Having a background in microsociology, Valerii’s main academic concern is the naturalistic explanation of metacommunication in humans — how and why individuals understand ‘what is going on?’ in different circumstances and adapt their behaviour appropriately.
The study of metacommunication in sociology is largely based on Emile Durkheim’s epistemology of the ‘sacred’ rituals and ‘profane’ activities which is itself explicitly neo-Kantian and predicated on abstract ‘norms’ as transcendental forms. Valerii proposes substituting the notion of norms as neo-Kantian transcendental forms with the naturalistic definition of norms as ‘semantic adaptations’ which can be studied with mathematical precision. It is also needed to view humans as biological organisms and not as ontologically distinct from animals. Semantic adaptations are these in a non-metaphorical evolutionary sense since they help to maximize fitness (or utility) by selecting useful effects. They are a kind of biological functions1 and this applies both to signals responsible for the proper functioning of an eye as blinking to protect it from dust and to semantic adaptations of animals and humans to cooperate and orient in the environment2. The more technically precise formulation of the issue can be obtained from evolutionary game theory and, particularly, signalling theory mathematically representing emergence and evolution of meaningful communication3.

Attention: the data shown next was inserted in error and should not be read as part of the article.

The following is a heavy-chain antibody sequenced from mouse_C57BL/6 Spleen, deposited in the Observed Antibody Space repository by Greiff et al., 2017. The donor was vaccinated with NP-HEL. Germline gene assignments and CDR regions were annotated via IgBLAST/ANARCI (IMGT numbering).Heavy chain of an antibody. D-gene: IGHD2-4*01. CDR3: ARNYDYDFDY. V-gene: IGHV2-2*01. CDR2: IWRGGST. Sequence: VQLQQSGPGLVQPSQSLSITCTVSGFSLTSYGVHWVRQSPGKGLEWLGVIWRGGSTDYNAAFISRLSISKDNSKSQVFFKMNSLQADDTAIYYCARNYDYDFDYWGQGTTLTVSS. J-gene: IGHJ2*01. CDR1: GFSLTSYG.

Valerii’s research now focuses on the intersection of these two theories4,5, and investigates multi-layered semantic adaptations in human communication as having the layer of basic semantic adaptation called ‘behavioural conventions’ and the second layer of ‘normative systems’ which is responsible for the regulation of the rules of the first layer. It also strives to discriminate typical patterns of different signalling mechanisms.
Another broad area of research is naturalistic analytic metaphysics and, particularly, ontic structural realism6 which Valerii tries to connect with social science through the life sciences.
1 Garson J. What biological functions are and why they matter. – Cambridge University Press, 2019.
2 Millikan R. G., Varieties of meaning: the 2002 Jean Nicod lectures. – MIT press, 2004
3 Skyrms B. Signals: Evolution, learning, and information. – Oxford University Press, 2010.
4 Baraghith K. Emergence of Public Meaning from a Teleosemantic and Game Theoretical Perspective //Kriterion. – 2019. – Т. 33. – №. 1. – P. 23-52.
5 Harms W. F. Information and meaning in evolutionary processes. – Cambridge University Press, 2004.
6 Ladyman J. et al. Every thing must go: Metaphysics naturalized. – Oxford University Press on Demand, 2007.